The Pension Benefit Guaranty Corporation (PBGC) is a government entity that provides mandatory insurance to private pension plans. If a private pension plan fails, the PBGC pays out insured benefits so that pensioners are not left penniless.[1] The problem is, however, that the PBGC’s multiemployer program is itself insolvent and will likely run out of money to pay…

  • Backgrounder posted September 8, 2016 by Romina Boccia Improving Accuracy in Congressional Scorekeeping

    Congress should account for debt-service costs when considering the costs of proposed legislation. Current scorekeeping conventions fail to account for debt-service costs when Congress considers new legislation outside of major budget proposals. This leads to lawmakers having incomplete information concerning how a proposal will impact the U.S. budget. The practice…

  • Issue Brief posted September 7, 2016 by Michael Sargent WRDA: The Water Resources Development Act in the 114th Congress

    The federal government undertakes substantial activities constructing and maintaining national water resources and infrastructure through the U.S. Army Corps of Engineers. These activities are primarily: maintaining navigable channels, reducing flood and storm damage, and restoring aquatic ecosystems. Corps activities are traditionally authorized every two years by…

  • Issue Brief posted June 28, 2016 by Curtis S. Dubay CBO Report on Distribution of Income and Taxes Shows Taxes Matter

    The Congressional Budget Office (CBO) has released its periodic report on the distribution of household income and federal taxes, extending the data series on these figures from 2012 to 2013.[1] This latest edition of the CBO report shows how the enactment of the American Taxpayer Relief Act of 2012 (ATRA) and its accompanying tax increases affected taxpayer bills and…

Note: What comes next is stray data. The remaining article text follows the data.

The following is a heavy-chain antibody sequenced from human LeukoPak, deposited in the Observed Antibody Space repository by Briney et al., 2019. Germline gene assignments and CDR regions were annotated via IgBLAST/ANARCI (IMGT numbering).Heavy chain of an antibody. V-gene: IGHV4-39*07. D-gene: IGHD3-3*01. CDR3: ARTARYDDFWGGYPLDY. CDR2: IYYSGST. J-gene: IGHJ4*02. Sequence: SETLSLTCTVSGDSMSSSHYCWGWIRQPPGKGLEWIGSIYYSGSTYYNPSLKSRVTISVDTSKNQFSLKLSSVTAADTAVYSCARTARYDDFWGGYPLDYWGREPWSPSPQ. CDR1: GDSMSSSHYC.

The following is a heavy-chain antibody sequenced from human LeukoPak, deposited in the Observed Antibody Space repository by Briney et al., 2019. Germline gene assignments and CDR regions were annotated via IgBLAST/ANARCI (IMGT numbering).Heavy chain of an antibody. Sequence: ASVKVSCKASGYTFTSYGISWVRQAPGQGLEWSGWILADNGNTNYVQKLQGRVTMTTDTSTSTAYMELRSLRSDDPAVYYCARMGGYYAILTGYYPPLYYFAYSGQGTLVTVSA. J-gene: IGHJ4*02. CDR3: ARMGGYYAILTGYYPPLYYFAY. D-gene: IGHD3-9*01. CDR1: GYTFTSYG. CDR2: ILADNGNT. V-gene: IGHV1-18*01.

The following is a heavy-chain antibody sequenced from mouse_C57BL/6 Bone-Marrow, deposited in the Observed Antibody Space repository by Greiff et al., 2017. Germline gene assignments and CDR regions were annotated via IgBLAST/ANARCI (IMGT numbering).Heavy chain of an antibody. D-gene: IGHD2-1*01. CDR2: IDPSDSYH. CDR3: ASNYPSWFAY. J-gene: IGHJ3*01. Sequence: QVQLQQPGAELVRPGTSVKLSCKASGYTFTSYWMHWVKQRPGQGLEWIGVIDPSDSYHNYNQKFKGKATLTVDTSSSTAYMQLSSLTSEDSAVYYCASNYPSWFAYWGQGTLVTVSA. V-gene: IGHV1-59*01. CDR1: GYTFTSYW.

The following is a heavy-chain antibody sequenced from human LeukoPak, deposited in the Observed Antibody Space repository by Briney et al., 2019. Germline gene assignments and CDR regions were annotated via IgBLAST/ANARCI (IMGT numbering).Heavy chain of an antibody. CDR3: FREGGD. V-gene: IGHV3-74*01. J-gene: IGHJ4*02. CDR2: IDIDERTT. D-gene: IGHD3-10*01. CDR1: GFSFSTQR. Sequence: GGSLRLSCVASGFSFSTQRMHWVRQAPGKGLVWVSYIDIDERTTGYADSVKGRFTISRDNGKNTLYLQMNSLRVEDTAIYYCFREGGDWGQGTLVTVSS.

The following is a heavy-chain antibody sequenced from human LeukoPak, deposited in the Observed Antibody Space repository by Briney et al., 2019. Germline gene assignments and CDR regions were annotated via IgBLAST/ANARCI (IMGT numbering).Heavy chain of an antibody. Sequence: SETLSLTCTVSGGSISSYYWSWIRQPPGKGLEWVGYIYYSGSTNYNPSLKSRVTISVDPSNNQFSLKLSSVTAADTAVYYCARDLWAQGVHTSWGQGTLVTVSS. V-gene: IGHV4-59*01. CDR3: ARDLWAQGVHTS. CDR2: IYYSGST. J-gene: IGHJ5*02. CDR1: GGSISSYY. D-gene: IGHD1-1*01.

• Issue Brief posted June 24, 2016 by Justin Bogie Time to End “Zombie” Appropriations

    A growing problem on Capitol Hill has been the expanding practice of Congress appropriating funds to so-called zombie programs, which are programs that have never been authorized or are operating under an expired authorization. Under House and Senate rules, an appropriation cannot be made for a purpose unless separate authorizing legislation has been passed into law.…

  • Issue Brief posted July 28, 2015 by Curtis S. Dubay The Senate Can Use Tax Extenders as an Opportunity to Improve the Tax Code

    The tax extenders are a group of approximately 50 tax-reducing policies that expire regularly. Congress has traditionally extended them just as regularly as they expire. Late last year, Congress retroactively renewed them for 2014, which means they are currently expired. The Senate Finance Committee marked up its version of this year’s tax extender bill recently. In that…

  • Issue Brief posted July 20, 2015 by John Gray The Appropriations Process: Spending Caps Explained

    Each year, Congress funds much of the general operations of the federal government with legislation known as appropriations bills. These appropriations bills provide discretionary budget authority (authority for the government to spend money) for a number of programs, including national defense, national parks, transportation, and homeland security, among others. These…

  • Issue Brief posted August 13, 2013 by Salim Furth, Ph.D. CBO Should Measure Long-Term Obligations and Policy Impact

    Senators John Thune (R–SD) and Tim Kaine (D–VA) have introduced legislation to require the Congressional Budget Office (CBO) to conduct long-term fiscal scoring and annual measurement of the fiscal gap.[1] Their effort is timely. Today, the largest fiscal questions facing Congress concern policies that will determine the health of America’s finances decades in the…

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Find more work on Congressional Budget Office